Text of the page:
Yes, it is work. But if that is all it is, it’s no indication of a better economy. A better economy will increase jobs in every sector that doesn’t have a depricated business model. That is not happening, yet. I suspect the reasoning is businesses are holding the economy hostage to get things they want, like lower pay, Republican control, etc. Note that much of the increase is government jobs, which is the Democrat in Chief trying to make things look better than they really are.

        • failurate says:

          Manufacturing is the core to a successful economy. You can only push paper and fudge numbers for so long, eventually you need an actual physical product.

    • c_c says:

      It likely means increases in all facets of manufacturing … manual labor yes, but also engineers, supervisors, accountants, HR, etc.

    • dush says:

      Dreary assembly work… you mean a paycheck?

  2. lovemypets00 - You'll need to forgive me, my social filter has cracked. says:

    “Most of the job openings were in the manufacturing industry and government agencies looking to expand.”

    Government agencies looking to expand. Oh boy.

    • Blueskylaw says:

      There is nothing as permanent as a temporary government bureau.

    • sponica says:

      well to be fair, the Dept of Veterans Affairs DOES need to expand, especially it’s mental health service line…

    • rugman11 says:

      Actually, an increase in government employment is probably a good thing because it indicates that tax revenues are increasing either because people are earning more or spending more.

      • lovemypets00 - You'll need to forgive me, my social filter has cracked. says:

        My pessemistic view is that even though my wages haven’t gone up in what’s coming up on 4 years, I’ll still get taxed more. :(

  3. Extended-Warranty says:

    There are no jobs out there. It’s not my fault my house is underwater. It’s not my fault I’ve been on unemployment for a year. It’s all the government and corporate executives’ fault.

    Well no, I won’t take THAT job. I want to use my degree in medeival architecture.

    • FatLynn says:

      Um, there are still FAR more job-seekers than jobs.

      • crispyduck13 says:

        I think you missed the sarcasm. It’s not your fault people don’t use /s tags.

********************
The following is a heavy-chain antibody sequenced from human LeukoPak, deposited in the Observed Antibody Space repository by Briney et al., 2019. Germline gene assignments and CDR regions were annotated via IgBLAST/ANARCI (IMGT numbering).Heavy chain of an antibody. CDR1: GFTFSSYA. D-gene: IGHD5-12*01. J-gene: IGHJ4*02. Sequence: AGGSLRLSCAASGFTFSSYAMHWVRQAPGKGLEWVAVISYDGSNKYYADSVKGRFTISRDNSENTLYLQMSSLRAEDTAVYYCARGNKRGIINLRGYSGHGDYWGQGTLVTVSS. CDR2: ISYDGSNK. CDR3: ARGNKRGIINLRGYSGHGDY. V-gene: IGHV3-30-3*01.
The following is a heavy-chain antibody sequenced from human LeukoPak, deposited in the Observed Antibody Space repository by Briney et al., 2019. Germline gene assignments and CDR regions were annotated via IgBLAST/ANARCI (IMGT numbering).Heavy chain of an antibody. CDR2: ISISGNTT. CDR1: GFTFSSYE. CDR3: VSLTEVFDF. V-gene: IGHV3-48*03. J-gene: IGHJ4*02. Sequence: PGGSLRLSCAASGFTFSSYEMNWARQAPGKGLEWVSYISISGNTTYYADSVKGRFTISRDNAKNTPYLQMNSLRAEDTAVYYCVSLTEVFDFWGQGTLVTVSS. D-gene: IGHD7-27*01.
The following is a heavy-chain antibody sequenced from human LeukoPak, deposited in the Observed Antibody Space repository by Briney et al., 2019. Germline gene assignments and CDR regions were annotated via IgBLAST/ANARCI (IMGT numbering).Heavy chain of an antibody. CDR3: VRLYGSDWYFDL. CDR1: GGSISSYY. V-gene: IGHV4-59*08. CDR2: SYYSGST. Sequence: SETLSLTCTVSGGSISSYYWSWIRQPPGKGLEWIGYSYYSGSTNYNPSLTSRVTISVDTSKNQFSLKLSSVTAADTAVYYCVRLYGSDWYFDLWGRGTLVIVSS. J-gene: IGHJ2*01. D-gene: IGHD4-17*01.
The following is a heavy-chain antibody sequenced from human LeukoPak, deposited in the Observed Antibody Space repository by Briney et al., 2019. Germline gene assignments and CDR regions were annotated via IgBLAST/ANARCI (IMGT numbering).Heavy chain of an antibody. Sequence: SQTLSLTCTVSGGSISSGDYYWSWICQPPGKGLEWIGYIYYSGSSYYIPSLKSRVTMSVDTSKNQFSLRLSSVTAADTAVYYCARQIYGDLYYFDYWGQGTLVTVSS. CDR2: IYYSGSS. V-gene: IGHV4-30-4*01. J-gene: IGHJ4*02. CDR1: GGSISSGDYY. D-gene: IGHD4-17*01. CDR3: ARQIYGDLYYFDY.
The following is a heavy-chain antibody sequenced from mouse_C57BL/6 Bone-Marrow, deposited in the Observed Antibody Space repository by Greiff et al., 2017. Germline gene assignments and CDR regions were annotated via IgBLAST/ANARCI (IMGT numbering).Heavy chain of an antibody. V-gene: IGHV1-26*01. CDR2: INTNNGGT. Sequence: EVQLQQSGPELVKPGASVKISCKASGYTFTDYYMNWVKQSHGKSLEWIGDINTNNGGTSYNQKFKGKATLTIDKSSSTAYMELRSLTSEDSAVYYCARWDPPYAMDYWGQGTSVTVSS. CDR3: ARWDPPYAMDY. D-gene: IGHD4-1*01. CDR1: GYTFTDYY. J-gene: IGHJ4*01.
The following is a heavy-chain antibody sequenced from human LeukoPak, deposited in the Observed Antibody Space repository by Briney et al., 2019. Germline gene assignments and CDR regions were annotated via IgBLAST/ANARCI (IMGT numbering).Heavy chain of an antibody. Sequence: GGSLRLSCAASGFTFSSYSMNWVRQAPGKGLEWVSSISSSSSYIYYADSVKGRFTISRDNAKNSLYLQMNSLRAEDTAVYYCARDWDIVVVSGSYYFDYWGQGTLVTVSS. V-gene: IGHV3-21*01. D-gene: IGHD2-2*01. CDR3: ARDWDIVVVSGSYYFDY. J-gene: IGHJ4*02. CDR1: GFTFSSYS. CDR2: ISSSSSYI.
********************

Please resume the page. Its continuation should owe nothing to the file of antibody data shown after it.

• FatLynn says:

          No, I didn’t miss anything. The original commenter is making the point that people shouldn’t be blaming the economy/corporate executives/other people for not getting a job. I am saying that, even though there are more jobs available this month than in previous months, it is still not easy to get a job.

          • crispyduck13 says:

            Ah, well then, my apologies.

          • Extended-Warranty says:

            Sarcasm aside, there are jobs out there. The sense of entitlement is stronger than ever though. Don’t expect to come out of college making $60,000 with a worthless degree and no job experience. I would like to know who ever said getting a high paying job should require little effort or experience? Some people do not understand the concept of starting at the bottom.

            • FatLynn says:

              You keep saying that there are enough jobs out there, but it just isn’t true. From the Brooking’s Institute:

              “From 1951 through 2007, there were never more than three unemployed workers for each job opening, and it was rare for that figure even to hit two-to-one. In contrast, there have been more than three jobseekers per opening in every single month since September 2008. The ratio peaked somewhere between five-to-one and seven-to-one in mid-2009. It has since declined but we have far to go before we return to “normal” levels.”

              According to the NY Dept. of Labor, we’re now down to about 3.3 job seekers per opening. Thus, as the title article says, the situation is improving. However, there are still too many people looking for jobs and too few jobs. People out of work can not just “go get a job at McDonald’s” or whatever.